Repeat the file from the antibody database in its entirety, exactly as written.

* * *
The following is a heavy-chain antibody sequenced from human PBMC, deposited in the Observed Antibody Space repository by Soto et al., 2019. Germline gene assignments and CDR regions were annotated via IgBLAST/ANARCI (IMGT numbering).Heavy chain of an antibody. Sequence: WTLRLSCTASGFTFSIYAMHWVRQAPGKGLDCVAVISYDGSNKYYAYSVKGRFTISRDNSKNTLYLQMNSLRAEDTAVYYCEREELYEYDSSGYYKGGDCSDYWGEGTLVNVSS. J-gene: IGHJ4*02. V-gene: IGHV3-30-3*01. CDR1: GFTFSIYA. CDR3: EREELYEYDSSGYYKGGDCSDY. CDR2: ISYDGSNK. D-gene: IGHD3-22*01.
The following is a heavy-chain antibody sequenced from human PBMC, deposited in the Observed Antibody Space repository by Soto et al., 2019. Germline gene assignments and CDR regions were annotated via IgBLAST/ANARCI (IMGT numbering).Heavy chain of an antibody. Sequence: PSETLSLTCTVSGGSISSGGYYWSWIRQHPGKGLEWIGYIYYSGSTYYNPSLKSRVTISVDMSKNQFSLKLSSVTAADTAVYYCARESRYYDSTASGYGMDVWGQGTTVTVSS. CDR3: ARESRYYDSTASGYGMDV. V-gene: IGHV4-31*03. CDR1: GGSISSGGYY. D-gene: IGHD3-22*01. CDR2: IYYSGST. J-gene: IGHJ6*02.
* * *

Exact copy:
The following is a heavy-chain antibody sequenced from human PBMC, deposited in the Observed Antibody Space repository by Soto et al., 2019. Germline gene assignments and CDR regions were annotated via IgBLAST/ANARCI (IMGT numbering).Heavy chain of an antibody. Sequence: WTLRLSCTASGFTFSIYAMHWVRQAPGKGLDCVAVISYDGSNKYYAYSVKGRFTISRDNSKNTLYLQMNSLRAEDTAVYYCEREELYEYDSSGYYKGGDCSDYWGEGTLVNVSS. J-gene: IGHJ4*02. V-gene: IGHV3-30-3*01. CDR1: GFTFSIYA. CDR3: EREELYEYDSSGYYKGGDCSDY. CDR2: ISYDGSNK. D-gene: IGHD3-22*01.
The following is a heavy-chain antibody sequenced from human PBMC, deposited in the Observed Antibody Space repository by Soto et al., 2019. Germline gene assignments and CDR regions were annotated via IgBLAST/ANARCI (IMGT numbering).Heavy chain of an antibody. Sequence: PSETLSLTCTVSGGSISSGGYYWSWIRQHPGKGLEWIGYIYYSGSTYYNPSLKSRVTISVDMSKNQFSLKLSSVTAADTAVYYCARESRYYDSTASGYGMDVWGQGTTVTVSS. CDR3: ARESRYYDSTASGYGMDV. V-gene: IGHV4-31*03. CDR1: GGSISSGGYY. D-gene: IGHD3-22*01. CDR2: IYYSGST. J-gene: IGHJ6*02.